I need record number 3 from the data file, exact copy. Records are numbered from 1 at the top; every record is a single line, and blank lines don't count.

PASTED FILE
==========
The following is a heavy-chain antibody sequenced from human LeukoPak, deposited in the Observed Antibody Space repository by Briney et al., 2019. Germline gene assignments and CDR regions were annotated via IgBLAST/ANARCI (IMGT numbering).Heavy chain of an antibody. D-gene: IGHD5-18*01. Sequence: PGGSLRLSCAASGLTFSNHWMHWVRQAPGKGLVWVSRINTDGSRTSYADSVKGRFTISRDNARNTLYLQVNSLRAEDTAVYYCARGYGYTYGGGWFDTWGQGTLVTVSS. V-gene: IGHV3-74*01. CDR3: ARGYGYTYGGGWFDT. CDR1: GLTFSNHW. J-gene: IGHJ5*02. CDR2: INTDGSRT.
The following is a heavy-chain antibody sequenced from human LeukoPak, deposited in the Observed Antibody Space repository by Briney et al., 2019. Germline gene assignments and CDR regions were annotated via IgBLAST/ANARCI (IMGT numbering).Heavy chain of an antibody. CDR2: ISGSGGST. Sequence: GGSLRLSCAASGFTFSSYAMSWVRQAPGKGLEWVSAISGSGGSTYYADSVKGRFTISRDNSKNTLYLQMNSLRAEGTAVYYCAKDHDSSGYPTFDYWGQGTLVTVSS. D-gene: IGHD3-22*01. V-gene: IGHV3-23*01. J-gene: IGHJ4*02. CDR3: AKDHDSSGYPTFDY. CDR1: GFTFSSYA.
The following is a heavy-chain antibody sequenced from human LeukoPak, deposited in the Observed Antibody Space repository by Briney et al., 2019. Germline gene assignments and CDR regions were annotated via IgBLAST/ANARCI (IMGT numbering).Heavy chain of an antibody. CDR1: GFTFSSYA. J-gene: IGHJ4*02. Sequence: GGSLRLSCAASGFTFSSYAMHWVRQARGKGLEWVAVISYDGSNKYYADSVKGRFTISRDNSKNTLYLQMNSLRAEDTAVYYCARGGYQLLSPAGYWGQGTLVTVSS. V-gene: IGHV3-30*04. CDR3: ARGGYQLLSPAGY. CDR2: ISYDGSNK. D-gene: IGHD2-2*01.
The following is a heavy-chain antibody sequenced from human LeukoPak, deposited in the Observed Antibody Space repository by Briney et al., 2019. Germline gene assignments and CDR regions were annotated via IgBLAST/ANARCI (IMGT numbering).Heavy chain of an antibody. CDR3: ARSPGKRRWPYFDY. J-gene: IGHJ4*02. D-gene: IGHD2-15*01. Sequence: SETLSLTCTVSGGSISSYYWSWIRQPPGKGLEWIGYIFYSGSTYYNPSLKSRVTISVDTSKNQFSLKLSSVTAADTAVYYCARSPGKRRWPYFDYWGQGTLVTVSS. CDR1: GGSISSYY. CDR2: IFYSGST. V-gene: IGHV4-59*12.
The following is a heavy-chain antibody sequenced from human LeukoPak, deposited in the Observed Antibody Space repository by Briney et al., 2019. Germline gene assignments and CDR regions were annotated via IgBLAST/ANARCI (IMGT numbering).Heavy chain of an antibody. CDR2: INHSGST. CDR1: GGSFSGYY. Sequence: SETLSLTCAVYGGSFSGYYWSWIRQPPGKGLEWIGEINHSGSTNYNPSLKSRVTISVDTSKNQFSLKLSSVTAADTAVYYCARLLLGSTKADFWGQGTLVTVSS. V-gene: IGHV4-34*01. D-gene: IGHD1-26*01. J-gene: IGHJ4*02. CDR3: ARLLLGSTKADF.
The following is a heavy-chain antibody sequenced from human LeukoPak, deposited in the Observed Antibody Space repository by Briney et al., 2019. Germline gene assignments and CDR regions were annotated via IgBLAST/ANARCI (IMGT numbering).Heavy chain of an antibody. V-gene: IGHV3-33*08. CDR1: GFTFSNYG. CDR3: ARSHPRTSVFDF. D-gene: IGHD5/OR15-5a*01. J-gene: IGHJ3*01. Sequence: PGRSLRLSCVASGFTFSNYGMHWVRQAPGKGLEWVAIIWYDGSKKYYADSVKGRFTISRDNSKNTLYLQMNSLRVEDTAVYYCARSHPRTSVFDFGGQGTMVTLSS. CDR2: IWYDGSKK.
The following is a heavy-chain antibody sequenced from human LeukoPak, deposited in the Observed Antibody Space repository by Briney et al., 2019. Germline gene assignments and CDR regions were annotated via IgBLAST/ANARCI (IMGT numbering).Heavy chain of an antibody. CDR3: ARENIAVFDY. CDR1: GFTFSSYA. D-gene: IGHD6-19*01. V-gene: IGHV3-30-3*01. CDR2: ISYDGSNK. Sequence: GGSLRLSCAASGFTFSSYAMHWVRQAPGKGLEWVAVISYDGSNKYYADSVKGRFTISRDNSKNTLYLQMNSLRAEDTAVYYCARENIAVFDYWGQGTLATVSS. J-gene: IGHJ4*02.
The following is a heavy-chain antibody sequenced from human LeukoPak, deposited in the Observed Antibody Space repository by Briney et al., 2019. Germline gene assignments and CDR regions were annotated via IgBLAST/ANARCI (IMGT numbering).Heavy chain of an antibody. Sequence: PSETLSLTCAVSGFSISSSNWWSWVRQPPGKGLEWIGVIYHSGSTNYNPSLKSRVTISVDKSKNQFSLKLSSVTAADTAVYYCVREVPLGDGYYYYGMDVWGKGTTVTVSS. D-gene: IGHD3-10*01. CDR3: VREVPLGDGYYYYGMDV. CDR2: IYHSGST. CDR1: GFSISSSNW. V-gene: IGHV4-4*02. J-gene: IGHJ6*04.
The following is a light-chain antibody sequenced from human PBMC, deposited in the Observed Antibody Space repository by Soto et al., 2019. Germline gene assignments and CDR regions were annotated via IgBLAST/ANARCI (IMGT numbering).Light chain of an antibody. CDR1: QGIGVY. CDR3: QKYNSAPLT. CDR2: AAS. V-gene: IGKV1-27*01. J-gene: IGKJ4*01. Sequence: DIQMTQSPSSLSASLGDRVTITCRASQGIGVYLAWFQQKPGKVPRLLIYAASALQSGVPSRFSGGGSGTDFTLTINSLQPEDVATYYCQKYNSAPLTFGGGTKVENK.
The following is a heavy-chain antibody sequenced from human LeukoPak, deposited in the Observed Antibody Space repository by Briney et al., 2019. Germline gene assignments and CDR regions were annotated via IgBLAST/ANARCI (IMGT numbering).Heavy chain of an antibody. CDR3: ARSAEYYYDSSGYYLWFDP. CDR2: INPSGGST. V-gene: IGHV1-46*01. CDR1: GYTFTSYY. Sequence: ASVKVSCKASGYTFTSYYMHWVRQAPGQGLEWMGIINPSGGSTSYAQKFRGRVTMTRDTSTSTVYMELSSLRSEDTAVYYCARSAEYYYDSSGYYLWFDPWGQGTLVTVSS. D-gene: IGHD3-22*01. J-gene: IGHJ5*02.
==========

The following is a heavy-chain antibody sequenced from human LeukoPak, deposited in the Observed Antibody Space repository by Briney et al., 2019. Germline gene assignments and CDR regions were annotated via IgBLAST/ANARCI (IMGT numbering).Heavy chain of an antibody. CDR1: GFTFSSYA. J-gene: IGHJ4*02. Sequence: GGSLRLSCAASGFTFSSYAMHWVRQARGKGLEWVAVISYDGSNKYYADSVKGRFTISRDNSKNTLYLQMNSLRAEDTAVYYCARGGYQLLSPAGYWGQGTLVTVSS. V-gene: IGHV3-30*04. CDR3: ARGGYQLLSPAGY. CDR2: ISYDGSNK. D-gene: IGHD2-2*01.